On August 1, 1955, a prototype of the U-2 spy plane sped down a runway at Groom Lake in Nevada, and its massive wings quickly lifted it into the sky. But that wasn't exactly how it was supposed to go.
No, it was planned for a high-speed taxi test, but Article 341’s highly efficient wings pulled it into the air unexpectedly. The plane's first flight was not scheduled until August 4th.
Lockheed’s test pilot, Tony Levier, was conducting taxi tests in preparation for the planned first flight a few days away, when at 70 knots the U-2 unexpectedly became airborne. Upon touchdown on the hard-dry lakebed, the U-2’s tires blew out with the brakes catching fire. A strut was leaking. The damage was minor, and Tony Levier was back in the air on August 4th.
LeVier said, "I had no intentions whatsoever of flying. I immediately started back toward the ground, but had difficulty determining my height because the lakebed had no markings to judge distance or height. I made contact with the ground in a left bank of approximately 10 degrees.”
Lockheed’s designation for the proposed aircraft was CL-282. Its fuselage essentially came from the XF-104 Starfighter and could be built using the same tooling. The reconnaissance airplane was produced under the code name Operation AQUATONE.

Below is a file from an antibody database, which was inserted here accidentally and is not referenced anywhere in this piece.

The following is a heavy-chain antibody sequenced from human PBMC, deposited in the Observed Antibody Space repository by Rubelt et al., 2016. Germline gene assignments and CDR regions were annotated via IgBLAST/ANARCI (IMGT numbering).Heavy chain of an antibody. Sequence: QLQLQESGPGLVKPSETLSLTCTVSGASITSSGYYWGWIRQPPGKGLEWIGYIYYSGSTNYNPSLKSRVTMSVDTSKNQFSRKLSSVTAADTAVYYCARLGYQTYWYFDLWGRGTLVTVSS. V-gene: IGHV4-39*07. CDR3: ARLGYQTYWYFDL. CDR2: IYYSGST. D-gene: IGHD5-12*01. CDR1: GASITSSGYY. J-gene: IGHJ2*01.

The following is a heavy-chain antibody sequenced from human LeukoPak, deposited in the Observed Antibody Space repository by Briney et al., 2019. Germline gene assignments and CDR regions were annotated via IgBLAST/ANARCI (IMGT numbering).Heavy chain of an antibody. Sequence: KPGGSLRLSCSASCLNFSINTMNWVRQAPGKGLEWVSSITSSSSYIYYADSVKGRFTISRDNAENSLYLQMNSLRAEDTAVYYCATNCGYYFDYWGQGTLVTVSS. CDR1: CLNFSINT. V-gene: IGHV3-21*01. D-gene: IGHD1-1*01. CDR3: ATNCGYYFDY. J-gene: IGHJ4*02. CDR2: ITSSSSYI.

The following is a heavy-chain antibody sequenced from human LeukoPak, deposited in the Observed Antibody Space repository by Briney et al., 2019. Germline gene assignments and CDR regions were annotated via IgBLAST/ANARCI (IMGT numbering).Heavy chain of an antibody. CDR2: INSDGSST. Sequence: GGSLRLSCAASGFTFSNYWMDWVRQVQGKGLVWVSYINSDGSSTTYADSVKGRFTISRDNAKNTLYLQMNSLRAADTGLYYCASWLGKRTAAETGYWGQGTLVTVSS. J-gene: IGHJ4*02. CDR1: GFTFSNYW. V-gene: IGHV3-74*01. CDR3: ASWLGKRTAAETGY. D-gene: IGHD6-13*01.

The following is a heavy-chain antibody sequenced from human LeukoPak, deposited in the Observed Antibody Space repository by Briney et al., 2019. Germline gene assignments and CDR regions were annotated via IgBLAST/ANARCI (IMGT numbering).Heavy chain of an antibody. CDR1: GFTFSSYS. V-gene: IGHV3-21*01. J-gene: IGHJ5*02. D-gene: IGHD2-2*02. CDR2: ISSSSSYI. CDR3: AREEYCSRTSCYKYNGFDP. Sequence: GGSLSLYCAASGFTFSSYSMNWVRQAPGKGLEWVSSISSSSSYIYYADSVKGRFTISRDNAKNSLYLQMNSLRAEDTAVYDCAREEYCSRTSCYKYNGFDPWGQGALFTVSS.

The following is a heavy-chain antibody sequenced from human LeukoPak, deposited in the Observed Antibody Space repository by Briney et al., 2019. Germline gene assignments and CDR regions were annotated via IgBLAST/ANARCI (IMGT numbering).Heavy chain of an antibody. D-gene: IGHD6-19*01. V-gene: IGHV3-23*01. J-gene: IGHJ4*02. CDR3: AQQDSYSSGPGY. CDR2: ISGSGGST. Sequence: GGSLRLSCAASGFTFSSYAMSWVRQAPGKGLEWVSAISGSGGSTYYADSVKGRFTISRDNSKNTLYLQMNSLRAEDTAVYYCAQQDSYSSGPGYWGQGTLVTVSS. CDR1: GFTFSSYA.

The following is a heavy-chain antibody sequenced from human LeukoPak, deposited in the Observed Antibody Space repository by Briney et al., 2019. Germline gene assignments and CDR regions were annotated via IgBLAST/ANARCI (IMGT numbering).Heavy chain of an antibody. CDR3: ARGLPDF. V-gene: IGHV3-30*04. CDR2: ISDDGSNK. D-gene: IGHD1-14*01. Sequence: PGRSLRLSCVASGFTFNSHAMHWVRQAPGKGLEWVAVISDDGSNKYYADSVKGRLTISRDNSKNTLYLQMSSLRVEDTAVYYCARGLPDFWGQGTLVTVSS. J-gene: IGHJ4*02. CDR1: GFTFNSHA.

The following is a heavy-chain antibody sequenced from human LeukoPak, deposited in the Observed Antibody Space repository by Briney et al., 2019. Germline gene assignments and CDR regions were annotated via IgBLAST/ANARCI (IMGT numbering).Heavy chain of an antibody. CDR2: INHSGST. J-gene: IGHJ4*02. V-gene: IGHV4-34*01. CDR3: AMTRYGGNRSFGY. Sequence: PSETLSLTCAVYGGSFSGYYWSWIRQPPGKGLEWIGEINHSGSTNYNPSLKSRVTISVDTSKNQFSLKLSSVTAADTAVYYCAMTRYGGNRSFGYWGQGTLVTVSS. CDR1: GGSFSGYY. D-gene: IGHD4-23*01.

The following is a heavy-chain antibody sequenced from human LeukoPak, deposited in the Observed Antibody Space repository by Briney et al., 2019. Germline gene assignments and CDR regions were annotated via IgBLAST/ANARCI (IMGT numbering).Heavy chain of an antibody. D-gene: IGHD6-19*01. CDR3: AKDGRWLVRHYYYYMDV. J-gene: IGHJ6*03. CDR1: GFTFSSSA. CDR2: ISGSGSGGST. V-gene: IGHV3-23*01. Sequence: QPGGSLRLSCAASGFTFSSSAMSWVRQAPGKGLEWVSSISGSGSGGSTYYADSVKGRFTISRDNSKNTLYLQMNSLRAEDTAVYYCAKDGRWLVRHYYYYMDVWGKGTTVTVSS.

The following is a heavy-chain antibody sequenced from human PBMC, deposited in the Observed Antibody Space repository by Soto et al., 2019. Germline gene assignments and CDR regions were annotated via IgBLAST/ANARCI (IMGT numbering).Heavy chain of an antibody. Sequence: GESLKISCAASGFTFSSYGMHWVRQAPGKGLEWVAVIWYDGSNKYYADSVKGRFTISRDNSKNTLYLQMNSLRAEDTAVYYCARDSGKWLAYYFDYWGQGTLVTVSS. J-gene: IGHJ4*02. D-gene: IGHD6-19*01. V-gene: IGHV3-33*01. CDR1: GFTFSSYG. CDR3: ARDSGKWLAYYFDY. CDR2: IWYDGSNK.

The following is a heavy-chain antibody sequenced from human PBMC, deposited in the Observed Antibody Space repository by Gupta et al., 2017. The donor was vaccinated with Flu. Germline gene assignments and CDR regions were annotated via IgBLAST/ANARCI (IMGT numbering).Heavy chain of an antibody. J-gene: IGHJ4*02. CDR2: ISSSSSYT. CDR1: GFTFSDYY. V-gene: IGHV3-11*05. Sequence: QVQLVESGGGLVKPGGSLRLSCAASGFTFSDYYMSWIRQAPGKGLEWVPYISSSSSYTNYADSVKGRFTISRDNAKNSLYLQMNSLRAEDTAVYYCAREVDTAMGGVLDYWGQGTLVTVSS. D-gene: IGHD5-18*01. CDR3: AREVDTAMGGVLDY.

U-2 Dragon Lady Today
The Lockheed U-2 is a single-seat, single-jet engine aircraft, used for high-altitude intelligence, surveillance, and reconnaissance. Over the last 65 years, the U-2 has been modified, redesigned, and rebuilt. Today’s U-2 is operational worldwide with GE F118 engine, state of the art sensors, glass cockpits, and a service life that could reach into the 2040’s or more. Since the U-2 is still flying, the exact altitude is classified. The U-2 flies so high that the pilot must wear a full pressure suit (space suit). Today’s U-2 pilot can only admit to 70,000 feet.
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